MOSCOW, January 13. /TASS/. The top option for the International Ice Hockey Federation (IIHF) is to provide for the organization of the 2021 Ice Hockey World Championship in Minsk and Riga, IIHF President Rene Fasel said on Wednesday.
"The first option remains to have a World Championship in Minsk and Riga 2021, under the conditions outlined by the IIHF. There are no other options being considered at this time," the IIHF press service quoted Fasel as saying.
IIHF President Fasel traveled this week to Belarus, where he held a number of official meetings, including with President of Belarus Alexander Lukashenko, discussing the organization of the 2021 Ice Hockey World Championship.
"We expect to receive soon an overview of the Belarus government action items covering the specific IIHF requirements that were presented in Minsk," the IIHF president continued. "These are key issues touching operational and socio-political points related to the World Championship and we cannot move forward if these action items are not initiated soon."
Fasel also said Belarus still had work to do in order to provide safe environment regarding the situation with COVID-19 in the country.
"It is not to the international standard we would expect for the World Championship, but we have received a pledge from the government to follow all IIHF guidelines," he said. "There is still a lot to do but they are ready to listen and we have the blueprint from a successful World Junior Championship bubble to work from."
Belarus is ranked 49th among other countries in terms of the reported positive novel coronavirus cases, which currently stand at over 215,720.
The IIHF president also said that the Belarusian government pledged to talk to the opposition in order exclude the issue of the World Championship’s organization from the sphere of politics.
"Most importantly, the Belarusian government agreed to an open and constructive dialogue with the opposition to take the 2021 IIHF Ice Hockey World Championship out of the political focus and to use sports as a mean to bring people together," Fasel stated. "We acknowledge that our requests are outside sport and going into the direction of politics, but we feel the end results of our requests were necessary to ensure a safe championship."
"Personally, I do think that lot of people are underestimating the capacity of the Belarus government to move forward, modernize, and build a new constitution in the country," he said. "This will not happen overnight; we know this and have to give it time but whatever the IIHF can do to help push the agenda forward we will try."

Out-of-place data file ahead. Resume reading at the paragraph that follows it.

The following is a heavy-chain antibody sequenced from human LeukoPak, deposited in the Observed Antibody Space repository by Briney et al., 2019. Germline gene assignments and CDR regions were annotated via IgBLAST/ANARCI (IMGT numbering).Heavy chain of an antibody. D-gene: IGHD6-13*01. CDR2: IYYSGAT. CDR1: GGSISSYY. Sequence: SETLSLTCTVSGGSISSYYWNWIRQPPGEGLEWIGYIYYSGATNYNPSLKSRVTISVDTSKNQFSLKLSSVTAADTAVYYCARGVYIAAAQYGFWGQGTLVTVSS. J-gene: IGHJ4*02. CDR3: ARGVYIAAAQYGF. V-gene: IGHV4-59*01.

"If we move forward with Minsk as a tournament host, we also must establish a system where we can be assured that the Belarus government is taking concrete actions towards fulfilling the pledges made to the IIHF, otherwise it will not be possible to hold a World Championship in Minsk due to the elevated safety issues," Fasel added.
The 2021 IIHF World Championship was initially scheduled to be co-hosted by Latvia and Belarus between May 7 and 23, 2021. However, the IIHF Congress on June 22, 2020 announced new dates for the 2021 World Championship in Latvia and Belarus, taking into account the ongoing global spread of the novel coronavirus.
Matches of the 2021 IIHF World Championship in the Latvian capital of Riga and the Belarusian capital of Minsk were moved to be played between May 21 and June 6, 2021.
IIHF Vice President Kalervo Kummola said last August in an interview with Finland’s daily Ilta-Sanomat that he had proposed to relocate the championship from Belarus, which was hit last year by nationwide protests.
Swiss-based newspaper Watson reported in late December that the IIHF administration made a decision to relocate matches of the 2021 IIHF World Championship from Belarus to another country.
Protests in Belarus
Nationwide demonstrations have engulfed Belarus following the August 9, 2020 presidential election. According to the Central Election Commission’s official results, incumbent President Alexander Lukashenko won by a landslide, garnering 80.10% of the vote. His closest rival in the race, Svetlana Tikhanovskaya, came in second, with 10.12% of the ballot.
However, she refused to recognize the election’s outcome, and left Belarus for Lithuania. After the results of the exit polls were announced late on August 9, mass protests erupted in downtown Minsk and other Belarusian cities. During the early post-election period, the rallies snowballed into fierce clashes between the protesters and police.